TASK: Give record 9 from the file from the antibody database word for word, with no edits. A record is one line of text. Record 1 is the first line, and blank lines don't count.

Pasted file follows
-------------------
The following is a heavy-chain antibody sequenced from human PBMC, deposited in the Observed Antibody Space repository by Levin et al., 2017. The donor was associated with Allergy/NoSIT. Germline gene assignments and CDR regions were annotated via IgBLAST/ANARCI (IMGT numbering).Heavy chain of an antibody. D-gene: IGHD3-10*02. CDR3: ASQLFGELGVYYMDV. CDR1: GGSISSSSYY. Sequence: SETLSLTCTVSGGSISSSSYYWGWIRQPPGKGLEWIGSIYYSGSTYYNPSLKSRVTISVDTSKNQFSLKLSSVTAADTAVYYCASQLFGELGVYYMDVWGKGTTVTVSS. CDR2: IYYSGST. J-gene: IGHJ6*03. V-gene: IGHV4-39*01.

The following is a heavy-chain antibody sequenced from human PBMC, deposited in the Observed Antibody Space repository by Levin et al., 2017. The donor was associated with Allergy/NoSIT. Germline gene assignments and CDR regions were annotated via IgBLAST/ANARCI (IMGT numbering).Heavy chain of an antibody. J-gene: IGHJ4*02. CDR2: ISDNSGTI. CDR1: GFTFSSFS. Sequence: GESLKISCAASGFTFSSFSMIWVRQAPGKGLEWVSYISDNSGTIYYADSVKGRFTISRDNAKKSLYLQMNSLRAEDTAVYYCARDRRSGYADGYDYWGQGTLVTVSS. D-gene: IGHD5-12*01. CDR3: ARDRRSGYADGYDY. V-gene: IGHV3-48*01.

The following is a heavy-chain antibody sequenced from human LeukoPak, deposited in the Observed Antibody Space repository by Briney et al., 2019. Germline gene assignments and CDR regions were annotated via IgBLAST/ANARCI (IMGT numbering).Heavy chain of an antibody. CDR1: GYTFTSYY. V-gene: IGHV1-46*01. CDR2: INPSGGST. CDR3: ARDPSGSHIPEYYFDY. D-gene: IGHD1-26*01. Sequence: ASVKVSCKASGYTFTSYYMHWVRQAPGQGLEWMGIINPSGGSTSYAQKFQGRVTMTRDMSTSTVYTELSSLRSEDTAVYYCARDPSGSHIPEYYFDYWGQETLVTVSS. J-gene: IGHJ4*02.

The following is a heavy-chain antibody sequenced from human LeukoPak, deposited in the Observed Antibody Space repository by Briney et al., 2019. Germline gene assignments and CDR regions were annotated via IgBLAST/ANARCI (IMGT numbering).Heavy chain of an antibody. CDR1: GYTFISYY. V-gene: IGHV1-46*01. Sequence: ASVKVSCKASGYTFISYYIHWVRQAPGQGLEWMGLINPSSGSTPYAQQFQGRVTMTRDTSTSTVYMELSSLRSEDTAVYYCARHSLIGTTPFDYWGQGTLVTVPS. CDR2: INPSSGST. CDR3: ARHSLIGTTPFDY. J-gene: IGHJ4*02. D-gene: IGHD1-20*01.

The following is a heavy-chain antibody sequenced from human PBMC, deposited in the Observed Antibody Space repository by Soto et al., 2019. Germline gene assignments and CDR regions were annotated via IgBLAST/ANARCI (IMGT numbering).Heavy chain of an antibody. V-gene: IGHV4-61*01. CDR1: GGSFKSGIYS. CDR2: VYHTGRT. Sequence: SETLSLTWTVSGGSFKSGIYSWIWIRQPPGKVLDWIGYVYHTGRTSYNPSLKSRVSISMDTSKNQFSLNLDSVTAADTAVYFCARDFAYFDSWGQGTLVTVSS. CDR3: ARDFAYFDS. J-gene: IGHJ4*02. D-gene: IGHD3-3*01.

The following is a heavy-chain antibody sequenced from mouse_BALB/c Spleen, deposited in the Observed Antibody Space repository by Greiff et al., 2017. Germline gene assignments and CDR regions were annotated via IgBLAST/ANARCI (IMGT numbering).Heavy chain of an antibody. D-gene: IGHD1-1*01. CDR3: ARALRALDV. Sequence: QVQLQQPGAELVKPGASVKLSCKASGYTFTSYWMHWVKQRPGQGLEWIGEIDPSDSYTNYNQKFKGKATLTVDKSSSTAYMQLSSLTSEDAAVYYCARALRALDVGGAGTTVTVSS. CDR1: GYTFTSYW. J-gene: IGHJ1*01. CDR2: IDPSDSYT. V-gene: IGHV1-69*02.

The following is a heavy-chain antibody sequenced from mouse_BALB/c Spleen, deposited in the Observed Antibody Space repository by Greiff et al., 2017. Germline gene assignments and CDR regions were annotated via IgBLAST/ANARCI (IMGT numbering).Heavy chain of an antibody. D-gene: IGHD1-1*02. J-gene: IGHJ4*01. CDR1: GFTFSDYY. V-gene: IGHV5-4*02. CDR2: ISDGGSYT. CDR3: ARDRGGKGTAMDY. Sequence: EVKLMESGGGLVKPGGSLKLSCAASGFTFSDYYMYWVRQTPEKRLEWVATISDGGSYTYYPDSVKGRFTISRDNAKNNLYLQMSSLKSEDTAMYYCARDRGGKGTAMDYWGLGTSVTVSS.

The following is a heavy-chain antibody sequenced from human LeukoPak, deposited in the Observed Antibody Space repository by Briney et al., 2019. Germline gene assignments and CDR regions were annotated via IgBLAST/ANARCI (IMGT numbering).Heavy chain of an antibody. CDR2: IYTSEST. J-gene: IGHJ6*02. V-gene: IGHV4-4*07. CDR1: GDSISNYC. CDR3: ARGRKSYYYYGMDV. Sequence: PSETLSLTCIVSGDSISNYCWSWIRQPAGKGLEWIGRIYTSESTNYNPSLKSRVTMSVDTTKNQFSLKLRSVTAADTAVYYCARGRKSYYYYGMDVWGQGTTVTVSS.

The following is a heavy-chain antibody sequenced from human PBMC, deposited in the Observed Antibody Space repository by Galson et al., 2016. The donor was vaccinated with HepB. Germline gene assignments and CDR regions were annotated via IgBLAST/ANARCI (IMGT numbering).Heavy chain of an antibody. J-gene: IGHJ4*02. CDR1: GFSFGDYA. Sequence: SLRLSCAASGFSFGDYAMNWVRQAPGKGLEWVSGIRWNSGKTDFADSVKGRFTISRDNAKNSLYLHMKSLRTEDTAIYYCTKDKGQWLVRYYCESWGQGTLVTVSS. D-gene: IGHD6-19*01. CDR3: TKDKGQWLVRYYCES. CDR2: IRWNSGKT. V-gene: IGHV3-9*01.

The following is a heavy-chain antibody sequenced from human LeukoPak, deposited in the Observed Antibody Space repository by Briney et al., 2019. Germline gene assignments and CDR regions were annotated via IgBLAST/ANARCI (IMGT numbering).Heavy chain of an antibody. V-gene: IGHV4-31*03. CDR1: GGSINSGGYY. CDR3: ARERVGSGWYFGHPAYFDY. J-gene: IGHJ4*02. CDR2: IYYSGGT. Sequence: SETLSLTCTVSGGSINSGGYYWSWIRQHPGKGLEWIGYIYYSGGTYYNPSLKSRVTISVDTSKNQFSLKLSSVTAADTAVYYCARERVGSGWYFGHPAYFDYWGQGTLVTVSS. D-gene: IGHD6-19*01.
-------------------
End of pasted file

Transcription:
The following is a heavy-chain antibody sequenced from human PBMC, deposited in the Observed Antibody Space repository by Galson et al., 2016. The donor was vaccinated with HepB. Germline gene assignments and CDR regions were annotated via IgBLAST/ANARCI (IMGT numbering).Heavy chain of an antibody. J-gene: IGHJ4*02. CDR1: GFSFGDYA. Sequence: SLRLSCAASGFSFGDYAMNWVRQAPGKGLEWVSGIRWNSGKTDFADSVKGRFTISRDNAKNSLYLHMKSLRTEDTAIYYCTKDKGQWLVRYYCESWGQGTLVTVSS. D-gene: IGHD6-19*01. CDR3: TKDKGQWLVRYYCES. CDR2: IRWNSGKT. V-gene: IGHV3-9*01.